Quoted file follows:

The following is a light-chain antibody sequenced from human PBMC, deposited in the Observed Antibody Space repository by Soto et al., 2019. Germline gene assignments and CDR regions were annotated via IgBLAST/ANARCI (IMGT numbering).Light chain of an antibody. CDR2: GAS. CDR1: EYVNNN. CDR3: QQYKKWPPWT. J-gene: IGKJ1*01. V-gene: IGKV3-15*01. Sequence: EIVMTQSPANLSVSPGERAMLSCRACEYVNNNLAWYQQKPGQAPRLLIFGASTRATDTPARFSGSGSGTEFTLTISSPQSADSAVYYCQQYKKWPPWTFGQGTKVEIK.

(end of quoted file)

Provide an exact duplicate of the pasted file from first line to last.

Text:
The following is a light-chain antibody sequenced from human PBMC, deposited in the Observed Antibody Space repository by Soto et al., 2019. Germline gene assignments and CDR regions were annotated via IgBLAST/ANARCI (IMGT numbering).Light chain of an antibody. CDR2: GAS. CDR1: EYVNNN. CDR3: QQYKKWPPWT. J-gene: IGKJ1*01. V-gene: IGKV3-15*01. Sequence: EIVMTQSPANLSVSPGERAMLSCRACEYVNNNLAWYQQKPGQAPRLLIFGASTRATDTPARFSGSGSGTEFTLTISSPQSADSAVYYCQQYKKWPPWTFGQGTKVEIK.